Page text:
Water can be contaminated by living things such as bacteria, viruses and protozoa, and non-living things such as sediment, dissolved tannins, fertilizers and heavy metals. The differing sizes and nature of these contaminants mean that some water purification methods work on some contaminants but not others.

Without optical aids, it’s only possible to identify large sediment. Anything smaller than what the naked eye can see requires more complex microbiological tests to determine their presence. In some cases, water is coloured by soluble vegetation or peat matter, known as tannins. Tannin coloured water is perfectly fine to drink without treatment, despite what some people perceive as an unpalatable colour.

Large sediments How to deal with water containing large sediments

Large sediments are any visible biological material in or floating in the water source. These include leaves, sticks, mud; and other organic debris such as plant and animal matter.

Removing sediments or other large organic matter may make subsequent water treatment more effective. This is particularly true for chemical treatments where the active chemical particles tend to bind to organic matter, thus reducing their effectiveness.

An effective way of removing sediments is to filter the water through cloth. Collect water in a large billy and filter it into smaller containers. Clothing fabric filters well because they are strong enough to catch organic material but still allows the much smaller water particles through the holes in the fabric. A hat or bandana works well.

Filtered water still contains pathogens, so a decision needs to be made if further treatment is required.

Pathogens How to deal with water containing pathogens

Pathogens can make humans sick by challenging the immune system. Some pathogens kill cells or disrupt cell function, and others produce toxic waste products. Sometimes pathogens multiply so quickly that they crowd out the host tissues, disrupting normal function. The immune system fights back with chemical secretion, antibodies and fever, a heat response aimed at killing pathogens.

Consuming too many pathogens can cause mild to severe illness in humans and can lead to death, particularly in parts of the world where people do not have access to clean drinking water[note]Montgomery, M. A. & Elimelech, M. Water and sanitation in developing countries: including health in the equation. Environment Science Technology 41, 17–24 (2007)[/note].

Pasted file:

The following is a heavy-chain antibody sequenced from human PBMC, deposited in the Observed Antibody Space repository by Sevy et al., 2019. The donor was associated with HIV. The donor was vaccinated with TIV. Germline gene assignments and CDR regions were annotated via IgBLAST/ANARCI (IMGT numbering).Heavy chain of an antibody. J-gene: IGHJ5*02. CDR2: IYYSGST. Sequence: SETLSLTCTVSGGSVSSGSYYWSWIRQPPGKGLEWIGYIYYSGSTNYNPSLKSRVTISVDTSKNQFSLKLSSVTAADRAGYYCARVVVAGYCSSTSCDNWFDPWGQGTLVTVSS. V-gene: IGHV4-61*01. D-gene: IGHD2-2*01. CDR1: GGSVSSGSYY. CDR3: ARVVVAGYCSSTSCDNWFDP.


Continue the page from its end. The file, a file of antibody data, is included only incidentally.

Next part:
Pathogens most harmful to humans include microscopic viruses, bacteria and protozoa as well as larger organisms such as worms.

Viruses are much smaller than bacteria or protozoa, and need to occupy another living cell to replicate. They are infectious agents that can attack a variety of living things from bacteria and protozoa through to animals and plants.Virus background

Bacteria are single-celled prokaryote organisms that are a few micrometres in length. Bacteria were one of the first forms of life to appear on earth, and are renowned for being able to survive in soil and water as well as extreme conditions such as radioactive waste and acidic springs.
Green Bacteria Colony

Protozoa are single-celled eukaryote organisms that are generally bigger than bacterial cells and contain different cell contents.

Parasitic worms are more evolutionarily complex than viruses, protozoa and bacteria being multi-celled eukaryote organisms. Although they can survive independently, many species use another host organism to reproduce and spread. They can enter the human body in cyst or adult form via food and drink or bites from insects like mosquitoes and often reside on the skin or in the intestines. Humans suffer discomfort and illness from such infections including diarrhoea, fatigue and skin rashes.
Parasitic nematode worms (roundworms) Ascaris lumbricoides, male

Pathogens can generally be removed by:

Toxins How to deal with water containing toxins

Toxins can make people really unwell by poisoning the body. Sometimes, toxins only need to be in small concentrations to cause problems. In other cases, it’s the accumulation of toxins over an extended period of time that causes health problems. This is particularly a concern for people ingesting water from industrial run-off in areas that do not have adequate regulation of clean drinking water.

Toxins of concern include fertilisers, made of nitrogen, phosphorous and potassium. These can cause serious environmental damage and health risks to humans when found in waterways. Once fertilisers reach waterways, they enrich nutrients so much that some plant populations explode in quantity. Large amounts of blue-green algae is a sign of this Eutrophication process, and this algae produces toxins which go on to poison animals and humans alike.

Heavy metal runoff is another toxin of concern. For example, mercury runoff into water systems occurs via industry processes including coal and gold mining, Chlor-alkali plants and Trash incinerators. Mercury poisoning in humans can lead to itchy skin, swelling and skin discolouration, and at extreme levels of exposure, muscular weakness and mental confusion. Mercury poisoning is usually caused by consumption of aquatic produce where mercury has bioaccumulated. Mad Hatter disease was a chronic syndrome among hat makers who had prolonged exposure to mercury vapours. The “Mad Hatter” from Lewis Carroll‘s Alice’s Adventures in Wonderland is renowned for his eccentric behaviour.